Mr. Hindery is the author of "It Takes a CEO: It's Time to Lead With Integrity" and "The Biggest Game of All." He has an MBA from Stanford University's Graduate School of Business and an undergraduate degree from Seattle University.
A recently retired race car driver, his racing resume includes a Class win at the 24 Hours of Le Mans (24 Heures du Mans) in 2005. He is currently bringing Formula One racing to New York and New Jersey.
Bill Samuels, Democracy in Action Award for outstanding commitment to government accountability
Bill Samuels, an innovative political thinker and social activist, has a lifetime of experience as a CEO and high tech entrepreneur. Currently, Bill is Managing Director of Carlyle Capital Group, the Executive Chairman of Resonant Software, a software technology company in San Francisco and the Hills Treatment Center in Los Angeles, a facility dedicated to helping people overcome addiction.
Raised in Canandaigua, Bill's family and political roots are deeply anchored in upstate New York. Upon graduating MIT and Harvard Law School, Bill made the decision to engage in socially responsible businesses, turning down a job on Wall Street to start an education company dedicated to training entry level workers who lacked the skills to get and keep a job.
In 1969 he helped start a public interest organization, Council on Economic Priorities, which made public companies' policies on the environment, women & minority achievement, South African and tobacco concerns, charitable giving, labor relations and other corporate disclosure issues. Bill was active in the movement against the Vietnam War playing a lead role in raising money to finance the 1971 Vietnam Veterans Against the War March on Washington.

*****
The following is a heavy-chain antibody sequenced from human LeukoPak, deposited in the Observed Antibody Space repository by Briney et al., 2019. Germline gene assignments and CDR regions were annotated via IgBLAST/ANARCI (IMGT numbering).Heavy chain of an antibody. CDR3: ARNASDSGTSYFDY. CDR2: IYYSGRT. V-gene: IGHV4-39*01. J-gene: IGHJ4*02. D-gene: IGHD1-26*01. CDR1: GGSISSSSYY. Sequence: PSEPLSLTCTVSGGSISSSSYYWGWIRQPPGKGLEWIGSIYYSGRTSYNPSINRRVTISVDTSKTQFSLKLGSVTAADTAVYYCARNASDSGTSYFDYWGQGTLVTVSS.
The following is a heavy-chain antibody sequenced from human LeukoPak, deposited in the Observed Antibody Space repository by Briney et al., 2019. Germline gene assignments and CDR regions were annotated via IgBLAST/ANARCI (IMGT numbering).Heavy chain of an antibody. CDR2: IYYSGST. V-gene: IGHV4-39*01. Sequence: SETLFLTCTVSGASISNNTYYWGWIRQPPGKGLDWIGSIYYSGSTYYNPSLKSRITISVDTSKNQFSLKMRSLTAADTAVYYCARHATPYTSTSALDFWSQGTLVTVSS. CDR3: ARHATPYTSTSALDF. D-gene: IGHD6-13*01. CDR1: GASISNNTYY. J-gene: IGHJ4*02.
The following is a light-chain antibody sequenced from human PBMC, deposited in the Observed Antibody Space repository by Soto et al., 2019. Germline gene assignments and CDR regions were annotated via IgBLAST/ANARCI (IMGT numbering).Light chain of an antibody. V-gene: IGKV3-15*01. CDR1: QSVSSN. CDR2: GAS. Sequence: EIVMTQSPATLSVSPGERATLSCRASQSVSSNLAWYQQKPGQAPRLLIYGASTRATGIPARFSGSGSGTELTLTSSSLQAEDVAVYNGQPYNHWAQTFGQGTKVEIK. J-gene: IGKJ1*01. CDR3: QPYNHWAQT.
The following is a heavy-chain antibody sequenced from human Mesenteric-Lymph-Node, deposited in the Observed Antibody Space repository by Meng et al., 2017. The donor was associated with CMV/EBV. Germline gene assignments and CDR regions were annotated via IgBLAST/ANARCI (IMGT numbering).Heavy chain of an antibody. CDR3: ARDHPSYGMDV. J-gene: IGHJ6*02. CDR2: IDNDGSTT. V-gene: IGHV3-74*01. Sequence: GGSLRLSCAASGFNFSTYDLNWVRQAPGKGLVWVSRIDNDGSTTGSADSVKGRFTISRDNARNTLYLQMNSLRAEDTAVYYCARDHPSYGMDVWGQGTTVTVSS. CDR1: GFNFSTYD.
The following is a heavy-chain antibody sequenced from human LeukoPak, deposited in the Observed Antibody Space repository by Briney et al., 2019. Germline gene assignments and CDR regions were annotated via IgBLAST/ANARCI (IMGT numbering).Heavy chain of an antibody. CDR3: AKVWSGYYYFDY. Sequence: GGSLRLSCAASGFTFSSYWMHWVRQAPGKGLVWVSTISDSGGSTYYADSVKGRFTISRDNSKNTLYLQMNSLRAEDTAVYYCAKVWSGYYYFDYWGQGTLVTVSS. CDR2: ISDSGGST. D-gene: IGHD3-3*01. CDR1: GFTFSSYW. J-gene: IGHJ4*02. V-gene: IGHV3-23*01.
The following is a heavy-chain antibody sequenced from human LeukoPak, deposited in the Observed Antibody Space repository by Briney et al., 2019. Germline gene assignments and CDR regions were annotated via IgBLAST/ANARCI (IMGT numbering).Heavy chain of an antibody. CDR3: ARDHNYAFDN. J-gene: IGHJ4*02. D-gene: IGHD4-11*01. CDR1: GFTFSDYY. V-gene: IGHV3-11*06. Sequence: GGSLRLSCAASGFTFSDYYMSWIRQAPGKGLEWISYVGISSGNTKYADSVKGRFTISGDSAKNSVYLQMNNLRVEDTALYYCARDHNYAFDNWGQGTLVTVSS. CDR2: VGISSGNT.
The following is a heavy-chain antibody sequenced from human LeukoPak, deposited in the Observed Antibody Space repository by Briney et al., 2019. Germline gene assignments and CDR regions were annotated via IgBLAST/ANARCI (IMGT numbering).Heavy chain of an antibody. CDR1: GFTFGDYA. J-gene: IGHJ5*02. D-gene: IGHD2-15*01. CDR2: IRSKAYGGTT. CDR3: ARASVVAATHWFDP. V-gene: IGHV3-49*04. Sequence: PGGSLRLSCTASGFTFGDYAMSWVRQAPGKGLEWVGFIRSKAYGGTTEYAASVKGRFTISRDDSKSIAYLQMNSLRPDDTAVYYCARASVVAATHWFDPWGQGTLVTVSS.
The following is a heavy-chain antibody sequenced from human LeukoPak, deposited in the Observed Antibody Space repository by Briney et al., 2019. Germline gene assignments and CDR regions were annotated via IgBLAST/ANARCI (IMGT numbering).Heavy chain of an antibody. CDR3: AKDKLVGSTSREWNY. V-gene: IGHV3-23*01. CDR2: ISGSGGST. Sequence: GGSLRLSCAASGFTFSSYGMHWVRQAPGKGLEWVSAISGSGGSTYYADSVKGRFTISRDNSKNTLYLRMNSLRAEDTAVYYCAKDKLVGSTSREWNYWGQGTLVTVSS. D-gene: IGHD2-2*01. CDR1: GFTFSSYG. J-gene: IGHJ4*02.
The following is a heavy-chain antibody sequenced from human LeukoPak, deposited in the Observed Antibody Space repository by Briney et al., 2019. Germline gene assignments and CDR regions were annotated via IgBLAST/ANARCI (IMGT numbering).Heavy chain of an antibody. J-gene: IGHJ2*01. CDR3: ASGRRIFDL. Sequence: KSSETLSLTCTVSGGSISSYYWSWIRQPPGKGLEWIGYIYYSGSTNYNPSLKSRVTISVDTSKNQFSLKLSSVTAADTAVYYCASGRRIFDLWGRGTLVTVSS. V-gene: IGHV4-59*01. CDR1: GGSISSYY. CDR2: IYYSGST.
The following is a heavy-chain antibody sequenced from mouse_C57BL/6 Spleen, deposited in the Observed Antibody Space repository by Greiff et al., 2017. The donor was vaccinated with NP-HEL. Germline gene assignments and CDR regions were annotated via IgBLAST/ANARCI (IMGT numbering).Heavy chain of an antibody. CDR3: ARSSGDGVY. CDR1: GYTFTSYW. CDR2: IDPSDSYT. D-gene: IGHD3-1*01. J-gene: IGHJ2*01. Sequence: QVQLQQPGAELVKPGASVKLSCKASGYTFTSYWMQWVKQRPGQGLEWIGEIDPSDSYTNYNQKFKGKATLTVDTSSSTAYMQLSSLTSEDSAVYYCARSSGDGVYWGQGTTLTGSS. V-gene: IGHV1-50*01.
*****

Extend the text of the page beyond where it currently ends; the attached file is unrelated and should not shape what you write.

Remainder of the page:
After the 2000 Census, he helped finance the lawsuit challenging the constitutionality of New York's notoriously gerrymandered redistricting plan. In 2001, he led a civil rights lawsuit against the Gramercy Park Trust on behalf of public school students at Washington Irving.
In the 2004 Presidential campaign, many Democrats were outraged by the "swiftboating" against John Kerry. Bill produced a documentary to set the record straight, "Going Upriver: The Long War of John Kerry." After the 2004 elections, Bill founded Blue Tiger Democrats, an innovative grassroots research organization in Michigan and New York that studied how to use civic engagement to reconnect the Democratic Party to its communities between election cycles.
In the 2008 elections, Bill served as Finance Chairman for the New York Democratic Senate Campaign Committee, leading to Democrats gaining control of the State Senate for the first time in decades. Despite his best hopes for the new majority, the Democrats cynically reaccepted corrupt incumbent State Senator Pedro Espada back onto their side of the aisle following the failed June 2009 coup.
In response, Bill founded New Roosevelt, a multi-year independent campaign to achieve critical reforms in New York's redistricting process, campaign finance, fiscal practices, and ethics rules. New Roosevelt built from scratch a field organization totally devoted to Albany reform. An office was opened in the Bronx and New Roosevelts executed a targeted field operation that ousted disgraced Democratic State Senator Pedro Espada. Bill remains focused on making the New York State Legislature the best in the nation through continued advocacy.